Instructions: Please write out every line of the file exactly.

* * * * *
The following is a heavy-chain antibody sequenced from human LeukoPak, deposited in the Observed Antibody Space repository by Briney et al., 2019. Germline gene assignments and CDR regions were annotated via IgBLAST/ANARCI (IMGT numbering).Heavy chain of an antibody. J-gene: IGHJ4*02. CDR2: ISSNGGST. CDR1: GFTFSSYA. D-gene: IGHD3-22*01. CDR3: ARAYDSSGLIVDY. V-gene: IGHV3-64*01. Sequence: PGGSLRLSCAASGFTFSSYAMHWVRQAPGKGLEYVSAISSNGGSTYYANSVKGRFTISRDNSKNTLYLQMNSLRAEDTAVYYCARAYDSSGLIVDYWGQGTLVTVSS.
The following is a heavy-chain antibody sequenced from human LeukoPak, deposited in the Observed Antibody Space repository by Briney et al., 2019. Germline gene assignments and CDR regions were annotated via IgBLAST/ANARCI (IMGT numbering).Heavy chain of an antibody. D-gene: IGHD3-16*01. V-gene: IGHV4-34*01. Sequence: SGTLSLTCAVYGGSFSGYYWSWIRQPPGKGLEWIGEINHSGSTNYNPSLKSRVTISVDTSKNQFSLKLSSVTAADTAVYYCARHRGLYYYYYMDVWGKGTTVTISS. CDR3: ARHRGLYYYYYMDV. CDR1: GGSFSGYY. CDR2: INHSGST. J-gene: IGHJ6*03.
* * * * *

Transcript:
The following is a heavy-chain antibody sequenced from human LeukoPak, deposited in the Observed Antibody Space repository by Briney et al., 2019. Germline gene assignments and CDR regions were annotated via IgBLAST/ANARCI (IMGT numbering).Heavy chain of an antibody. J-gene: IGHJ4*02. CDR2: ISSNGGST. CDR1: GFTFSSYA. D-gene: IGHD3-22*01. CDR3: ARAYDSSGLIVDY. V-gene: IGHV3-64*01. Sequence: PGGSLRLSCAASGFTFSSYAMHWVRQAPGKGLEYVSAISSNGGSTYYANSVKGRFTISRDNSKNTLYLQMNSLRAEDTAVYYCARAYDSSGLIVDYWGQGTLVTVSS.
The following is a heavy-chain antibody sequenced from human LeukoPak, deposited in the Observed Antibody Space repository by Briney et al., 2019. Germline gene assignments and CDR regions were annotated via IgBLAST/ANARCI (IMGT numbering).Heavy chain of an antibody. D-gene: IGHD3-16*01. V-gene: IGHV4-34*01. Sequence: SGTLSLTCAVYGGSFSGYYWSWIRQPPGKGLEWIGEINHSGSTNYNPSLKSRVTISVDTSKNQFSLKLSSVTAADTAVYYCARHRGLYYYYYMDVWGKGTTVTISS. CDR3: ARHRGLYYYYYMDV. CDR1: GGSFSGYY. CDR2: INHSGST. J-gene: IGHJ6*03.